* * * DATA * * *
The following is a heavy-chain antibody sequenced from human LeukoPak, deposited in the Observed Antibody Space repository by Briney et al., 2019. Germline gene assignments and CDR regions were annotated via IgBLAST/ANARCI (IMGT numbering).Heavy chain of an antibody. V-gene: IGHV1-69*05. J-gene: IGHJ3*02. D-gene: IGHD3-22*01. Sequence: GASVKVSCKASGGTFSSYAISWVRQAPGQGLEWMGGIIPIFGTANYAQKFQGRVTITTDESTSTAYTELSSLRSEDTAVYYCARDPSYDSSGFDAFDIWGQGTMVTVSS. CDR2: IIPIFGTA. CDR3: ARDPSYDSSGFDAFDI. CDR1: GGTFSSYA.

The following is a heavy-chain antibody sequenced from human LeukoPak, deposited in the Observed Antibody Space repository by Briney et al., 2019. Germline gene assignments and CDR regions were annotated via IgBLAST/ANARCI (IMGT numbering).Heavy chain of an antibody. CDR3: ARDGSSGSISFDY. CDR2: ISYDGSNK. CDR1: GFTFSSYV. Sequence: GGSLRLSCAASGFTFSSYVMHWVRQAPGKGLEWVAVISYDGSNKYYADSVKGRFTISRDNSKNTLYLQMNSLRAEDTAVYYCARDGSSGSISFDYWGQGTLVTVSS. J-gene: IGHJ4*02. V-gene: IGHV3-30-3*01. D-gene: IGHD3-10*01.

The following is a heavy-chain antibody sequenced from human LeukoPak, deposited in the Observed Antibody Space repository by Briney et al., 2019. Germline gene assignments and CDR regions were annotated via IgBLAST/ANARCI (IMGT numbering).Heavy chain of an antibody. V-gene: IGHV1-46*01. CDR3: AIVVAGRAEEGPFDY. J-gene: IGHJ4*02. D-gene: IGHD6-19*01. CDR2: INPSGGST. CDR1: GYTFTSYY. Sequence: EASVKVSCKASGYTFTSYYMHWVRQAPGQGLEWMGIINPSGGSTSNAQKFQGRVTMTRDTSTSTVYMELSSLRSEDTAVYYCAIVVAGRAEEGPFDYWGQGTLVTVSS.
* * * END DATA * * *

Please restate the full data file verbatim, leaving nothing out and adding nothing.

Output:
The following is a heavy-chain antibody sequenced from human LeukoPak, deposited in the Observed Antibody Space repository by Briney et al., 2019. Germline gene assignments and CDR regions were annotated via IgBLAST/ANARCI (IMGT numbering).Heavy chain of an antibody. V-gene: IGHV1-69*05. J-gene: IGHJ3*02. D-gene: IGHD3-22*01. Sequence: GASVKVSCKASGGTFSSYAISWVRQAPGQGLEWMGGIIPIFGTANYAQKFQGRVTITTDESTSTAYTELSSLRSEDTAVYYCARDPSYDSSGFDAFDIWGQGTMVTVSS. CDR2: IIPIFGTA. CDR3: ARDPSYDSSGFDAFDI. CDR1: GGTFSSYA.

The following is a heavy-chain antibody sequenced from human LeukoPak, deposited in the Observed Antibody Space repository by Briney et al., 2019. Germline gene assignments and CDR regions were annotated via IgBLAST/ANARCI (IMGT numbering).Heavy chain of an antibody. CDR3: ARDGSSGSISFDY. CDR2: ISYDGSNK. CDR1: GFTFSSYV. Sequence: GGSLRLSCAASGFTFSSYVMHWVRQAPGKGLEWVAVISYDGSNKYYADSVKGRFTISRDNSKNTLYLQMNSLRAEDTAVYYCARDGSSGSISFDYWGQGTLVTVSS. J-gene: IGHJ4*02. V-gene: IGHV3-30-3*01. D-gene: IGHD3-10*01.

The following is a heavy-chain antibody sequenced from human LeukoPak, deposited in the Observed Antibody Space repository by Briney et al., 2019. Germline gene assignments and CDR regions were annotated via IgBLAST/ANARCI (IMGT numbering).Heavy chain of an antibody. V-gene: IGHV1-46*01. CDR3: AIVVAGRAEEGPFDY. J-gene: IGHJ4*02. D-gene: IGHD6-19*01. CDR2: INPSGGST. CDR1: GYTFTSYY. Sequence: EASVKVSCKASGYTFTSYYMHWVRQAPGQGLEWMGIINPSGGSTSNAQKFQGRVTMTRDTSTSTVYMELSSLRSEDTAVYYCAIVVAGRAEEGPFDYWGQGTLVTVSS.